Monday, March 31, 2008

2006 to 2008: Strides Ahead

Saku Koivu is hurt.

We are not sure how badly yet, but he'll miss some time, that's a certainty.


So, how does this bode for the Canadiens? Will his absence be felt to the same extent it was 2 years ago after that freak eye injury he suffered?

Firstly, I would like to address how surprised I am by the fear and worry surrounding the Canadiens from a large number of fans. Isn't Saku Koivu the player who we should have traded or unloaded? Isn't he just a passenger anyway? I find it interesting to see the very same people who criticise Koivu all year long turn around and say that his loss is critical to the team. Where is their logic?

Oh wait, if they were logical, they might have deduced the value of Koivu earlier – from the contributions of wingers he played with and results he influenced.

Despite the fact I rattle on about the value of Koivu to this team, I would not go so far as to write the Habs off should Koivu's injury be the worst case scenario. Of course his loss will be noticed. However, I think the team will be able to adapt and thrive again once they've done that. When thinking of the similarity of the current situation with 2006, I look to several different reasons to be optimistic about the Habs first-round playoff hopes, even without Koivu:

1) Opponent: Carolina (2006) vs. Undetermined (2008)

Even with our opponent up in the air, it cannot possibly be worse than 2006. That year, Carolina dominated the league for stretches, garnered 112 points and 52 wins, narrowly missed out on winning the East and scored nearly 300 goals. This year, each of our possible opponents has had at least one or two rough patches, have identifiable weak points and are not offensive juggernauts. Though we could still theoretically face any team, we are fortunate to be in a position where we are least likely to face Pittsburgh, the one team that most resembles Cup Winners Carolina from 2006.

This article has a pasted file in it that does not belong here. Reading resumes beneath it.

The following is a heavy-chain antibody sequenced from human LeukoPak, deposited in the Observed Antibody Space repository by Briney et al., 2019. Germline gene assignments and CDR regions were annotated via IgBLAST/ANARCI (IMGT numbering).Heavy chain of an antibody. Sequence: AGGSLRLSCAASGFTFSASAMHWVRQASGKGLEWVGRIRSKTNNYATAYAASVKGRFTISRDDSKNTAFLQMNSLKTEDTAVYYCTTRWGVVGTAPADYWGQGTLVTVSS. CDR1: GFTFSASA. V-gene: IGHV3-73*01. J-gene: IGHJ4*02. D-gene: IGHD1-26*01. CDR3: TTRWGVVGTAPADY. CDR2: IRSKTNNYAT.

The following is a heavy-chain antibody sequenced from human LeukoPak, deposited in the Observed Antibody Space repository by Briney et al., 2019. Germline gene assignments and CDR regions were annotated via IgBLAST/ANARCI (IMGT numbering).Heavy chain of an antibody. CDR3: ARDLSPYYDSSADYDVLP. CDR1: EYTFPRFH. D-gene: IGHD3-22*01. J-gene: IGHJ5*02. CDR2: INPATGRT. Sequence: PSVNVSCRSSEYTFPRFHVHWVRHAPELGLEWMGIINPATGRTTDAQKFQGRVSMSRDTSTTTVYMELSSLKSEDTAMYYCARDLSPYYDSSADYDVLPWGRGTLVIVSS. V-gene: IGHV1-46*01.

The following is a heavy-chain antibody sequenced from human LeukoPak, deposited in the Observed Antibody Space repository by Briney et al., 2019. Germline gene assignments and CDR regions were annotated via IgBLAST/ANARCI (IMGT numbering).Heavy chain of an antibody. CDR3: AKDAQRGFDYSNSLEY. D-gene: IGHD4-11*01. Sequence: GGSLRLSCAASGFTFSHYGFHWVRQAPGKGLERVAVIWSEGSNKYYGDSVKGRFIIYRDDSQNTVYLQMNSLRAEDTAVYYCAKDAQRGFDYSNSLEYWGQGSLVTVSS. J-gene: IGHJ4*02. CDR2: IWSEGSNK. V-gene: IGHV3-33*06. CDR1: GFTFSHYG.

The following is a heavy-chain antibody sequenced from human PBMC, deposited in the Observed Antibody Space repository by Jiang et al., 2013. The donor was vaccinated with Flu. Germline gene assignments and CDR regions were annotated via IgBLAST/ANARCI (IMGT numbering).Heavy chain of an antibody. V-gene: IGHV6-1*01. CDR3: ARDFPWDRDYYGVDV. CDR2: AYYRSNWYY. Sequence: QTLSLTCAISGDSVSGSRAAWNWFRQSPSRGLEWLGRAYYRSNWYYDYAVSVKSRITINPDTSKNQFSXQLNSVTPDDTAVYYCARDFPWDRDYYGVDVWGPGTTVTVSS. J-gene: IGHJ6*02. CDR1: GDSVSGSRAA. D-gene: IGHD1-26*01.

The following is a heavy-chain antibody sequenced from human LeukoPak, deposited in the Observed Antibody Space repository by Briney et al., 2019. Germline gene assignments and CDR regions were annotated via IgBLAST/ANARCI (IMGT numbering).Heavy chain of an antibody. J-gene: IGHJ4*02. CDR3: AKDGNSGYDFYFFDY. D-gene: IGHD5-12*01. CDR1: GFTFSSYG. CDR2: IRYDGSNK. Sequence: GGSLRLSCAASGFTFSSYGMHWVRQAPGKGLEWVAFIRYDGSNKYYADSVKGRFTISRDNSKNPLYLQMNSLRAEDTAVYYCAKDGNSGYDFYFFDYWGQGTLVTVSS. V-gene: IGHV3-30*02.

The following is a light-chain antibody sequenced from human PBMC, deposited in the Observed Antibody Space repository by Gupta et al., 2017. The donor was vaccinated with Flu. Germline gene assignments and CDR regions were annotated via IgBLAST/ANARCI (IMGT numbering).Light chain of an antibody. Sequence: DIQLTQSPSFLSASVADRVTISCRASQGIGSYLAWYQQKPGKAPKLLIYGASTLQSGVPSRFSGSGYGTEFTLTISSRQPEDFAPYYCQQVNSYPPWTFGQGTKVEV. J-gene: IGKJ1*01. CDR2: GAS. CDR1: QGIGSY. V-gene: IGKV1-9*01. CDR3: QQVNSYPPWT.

2) Koivu's replacement: Bonk (2006) vs. Grabovski (2008)


Bonk may have had offensive potential at one point and even showed some flashes with the Habs, but realistically he was always going to be much too conservative for a number one centre. Grabovski, in contrast, has youthful exuberance, speed and creative flair going for him. For all his faults, you'd be hard pressed to hold lack of offense against him – 20 points with 8 goals in the 12 games he played during his demotion to Hamilton show how potent he can be.


3) The other line: Bulis-Ribeiro-Kovalev (2006) vs. Kostitsyn-Plekanec-Kovalev (2008)

Man to man this year's "Line 2" is better, better and better.


4) Supporting cast: Zednik, Plekanec, Perezhogin, Murray and Sundstrom (2006) vs. Lapierre, S Kostitsyn, Begin, Smolinski and Kostopoulos (2008)

Apart from Plekanec (but a rookie then), the cast from 2006 were either stalled or on the wane. There was hope with Zednik, but as we know it went unfulfilled that series. Less hope, more concrete this time. Lapierre and Begin bring more energy than any of the aforementioned. Smolinski can fill a number of roles. Kostopoulos is a strong and willing warrior. And Sergei Kostitsyn is bottled lightning. Add Latendresse who is probably resting for a return, and that gives one more legitimate NHL option.